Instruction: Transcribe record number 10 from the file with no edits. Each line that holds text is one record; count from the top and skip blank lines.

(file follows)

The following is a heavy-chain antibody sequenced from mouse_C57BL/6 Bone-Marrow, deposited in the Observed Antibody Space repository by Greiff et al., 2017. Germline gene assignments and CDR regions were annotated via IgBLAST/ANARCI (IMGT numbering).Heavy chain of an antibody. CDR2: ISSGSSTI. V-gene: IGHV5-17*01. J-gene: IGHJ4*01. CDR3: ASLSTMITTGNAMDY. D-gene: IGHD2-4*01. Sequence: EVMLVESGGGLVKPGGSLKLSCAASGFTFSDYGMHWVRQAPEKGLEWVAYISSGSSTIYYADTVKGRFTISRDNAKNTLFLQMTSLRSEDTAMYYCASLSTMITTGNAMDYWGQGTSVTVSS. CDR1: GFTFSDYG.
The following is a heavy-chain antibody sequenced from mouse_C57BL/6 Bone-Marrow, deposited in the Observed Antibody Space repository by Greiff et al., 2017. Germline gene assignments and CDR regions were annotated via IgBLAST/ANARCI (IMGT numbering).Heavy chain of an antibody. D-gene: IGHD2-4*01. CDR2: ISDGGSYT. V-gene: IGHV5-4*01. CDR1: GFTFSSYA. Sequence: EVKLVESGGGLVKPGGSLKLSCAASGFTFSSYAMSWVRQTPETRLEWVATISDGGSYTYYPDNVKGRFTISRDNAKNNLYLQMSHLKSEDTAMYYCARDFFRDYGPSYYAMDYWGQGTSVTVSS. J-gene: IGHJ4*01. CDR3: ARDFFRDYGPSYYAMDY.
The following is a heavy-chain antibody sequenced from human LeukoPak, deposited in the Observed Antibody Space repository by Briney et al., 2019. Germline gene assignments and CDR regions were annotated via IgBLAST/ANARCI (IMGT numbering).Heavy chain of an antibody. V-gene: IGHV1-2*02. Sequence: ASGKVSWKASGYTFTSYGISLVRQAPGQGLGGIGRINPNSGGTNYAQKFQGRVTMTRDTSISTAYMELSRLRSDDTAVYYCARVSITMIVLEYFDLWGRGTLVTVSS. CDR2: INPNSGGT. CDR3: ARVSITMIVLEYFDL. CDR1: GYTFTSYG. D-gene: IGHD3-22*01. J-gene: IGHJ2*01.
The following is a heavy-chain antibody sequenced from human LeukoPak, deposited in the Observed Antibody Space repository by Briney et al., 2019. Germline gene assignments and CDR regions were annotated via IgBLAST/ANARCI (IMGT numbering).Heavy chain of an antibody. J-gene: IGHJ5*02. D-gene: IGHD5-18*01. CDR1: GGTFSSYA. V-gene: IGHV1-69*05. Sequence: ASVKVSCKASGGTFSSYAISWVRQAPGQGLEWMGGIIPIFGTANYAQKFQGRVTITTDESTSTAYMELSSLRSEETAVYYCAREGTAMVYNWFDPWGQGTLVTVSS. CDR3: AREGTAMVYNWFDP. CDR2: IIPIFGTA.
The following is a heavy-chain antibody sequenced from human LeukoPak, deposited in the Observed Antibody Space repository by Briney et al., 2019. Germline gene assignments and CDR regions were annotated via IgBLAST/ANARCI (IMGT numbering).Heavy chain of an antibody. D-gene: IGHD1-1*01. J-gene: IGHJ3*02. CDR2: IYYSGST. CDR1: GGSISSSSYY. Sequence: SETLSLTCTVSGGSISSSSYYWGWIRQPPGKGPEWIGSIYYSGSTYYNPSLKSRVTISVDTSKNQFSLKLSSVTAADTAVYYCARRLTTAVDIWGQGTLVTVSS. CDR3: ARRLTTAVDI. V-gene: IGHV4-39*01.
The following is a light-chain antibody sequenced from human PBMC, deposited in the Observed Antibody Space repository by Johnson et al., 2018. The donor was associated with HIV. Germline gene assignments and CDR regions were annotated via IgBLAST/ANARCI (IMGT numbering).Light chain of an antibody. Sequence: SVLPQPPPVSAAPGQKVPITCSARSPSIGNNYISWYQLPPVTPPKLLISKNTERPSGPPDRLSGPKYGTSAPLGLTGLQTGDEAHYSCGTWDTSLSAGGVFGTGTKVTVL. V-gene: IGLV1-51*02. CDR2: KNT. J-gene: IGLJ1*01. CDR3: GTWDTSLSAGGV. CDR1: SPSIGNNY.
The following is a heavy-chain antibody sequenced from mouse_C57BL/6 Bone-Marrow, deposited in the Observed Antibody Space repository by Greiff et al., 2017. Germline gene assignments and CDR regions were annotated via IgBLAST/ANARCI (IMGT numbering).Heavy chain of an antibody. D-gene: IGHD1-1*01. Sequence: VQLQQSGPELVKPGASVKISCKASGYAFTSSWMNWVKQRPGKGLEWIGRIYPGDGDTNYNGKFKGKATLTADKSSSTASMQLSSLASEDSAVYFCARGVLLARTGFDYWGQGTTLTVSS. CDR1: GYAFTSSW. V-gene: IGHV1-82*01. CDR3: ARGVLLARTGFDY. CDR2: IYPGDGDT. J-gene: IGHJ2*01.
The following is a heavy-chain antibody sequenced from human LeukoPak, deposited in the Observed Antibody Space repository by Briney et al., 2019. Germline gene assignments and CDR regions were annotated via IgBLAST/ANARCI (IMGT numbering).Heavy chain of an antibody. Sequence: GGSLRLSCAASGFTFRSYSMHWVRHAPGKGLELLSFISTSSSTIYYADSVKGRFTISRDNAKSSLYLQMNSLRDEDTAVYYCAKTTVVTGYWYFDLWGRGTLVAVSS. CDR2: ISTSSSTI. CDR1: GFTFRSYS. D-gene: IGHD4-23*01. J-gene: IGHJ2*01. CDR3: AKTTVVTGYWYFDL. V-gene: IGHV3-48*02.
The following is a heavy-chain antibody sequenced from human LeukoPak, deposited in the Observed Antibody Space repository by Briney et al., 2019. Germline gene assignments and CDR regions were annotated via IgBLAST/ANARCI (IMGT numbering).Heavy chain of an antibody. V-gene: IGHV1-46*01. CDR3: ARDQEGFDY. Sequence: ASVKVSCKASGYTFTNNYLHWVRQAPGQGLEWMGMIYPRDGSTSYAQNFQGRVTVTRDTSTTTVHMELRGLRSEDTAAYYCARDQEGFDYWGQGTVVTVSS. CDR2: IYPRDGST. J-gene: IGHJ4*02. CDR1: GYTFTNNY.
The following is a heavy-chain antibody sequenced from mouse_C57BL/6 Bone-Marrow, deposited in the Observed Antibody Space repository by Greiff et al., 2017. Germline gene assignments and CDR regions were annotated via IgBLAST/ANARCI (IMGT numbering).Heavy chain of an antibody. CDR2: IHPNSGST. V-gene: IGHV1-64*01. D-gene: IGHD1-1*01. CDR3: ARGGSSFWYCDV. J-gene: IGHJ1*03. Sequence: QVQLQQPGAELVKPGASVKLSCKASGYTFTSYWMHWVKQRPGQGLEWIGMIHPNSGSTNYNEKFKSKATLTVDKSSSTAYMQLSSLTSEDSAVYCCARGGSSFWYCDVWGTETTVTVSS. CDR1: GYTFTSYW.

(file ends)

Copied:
The following is a heavy-chain antibody sequenced from mouse_C57BL/6 Bone-Marrow, deposited in the Observed Antibody Space repository by Greiff et al., 2017. Germline gene assignments and CDR regions were annotated via IgBLAST/ANARCI (IMGT numbering).Heavy chain of an antibody. CDR2: IHPNSGST. V-gene: IGHV1-64*01. D-gene: IGHD1-1*01. CDR3: ARGGSSFWYCDV. J-gene: IGHJ1*03. Sequence: QVQLQQPGAELVKPGASVKLSCKASGYTFTSYWMHWVKQRPGQGLEWIGMIHPNSGSTNYNEKFKSKATLTVDKSSSTAYMQLSSLTSEDSAVYCCARGGSSFWYCDVWGTETTVTVSS. CDR1: GYTFTSYW.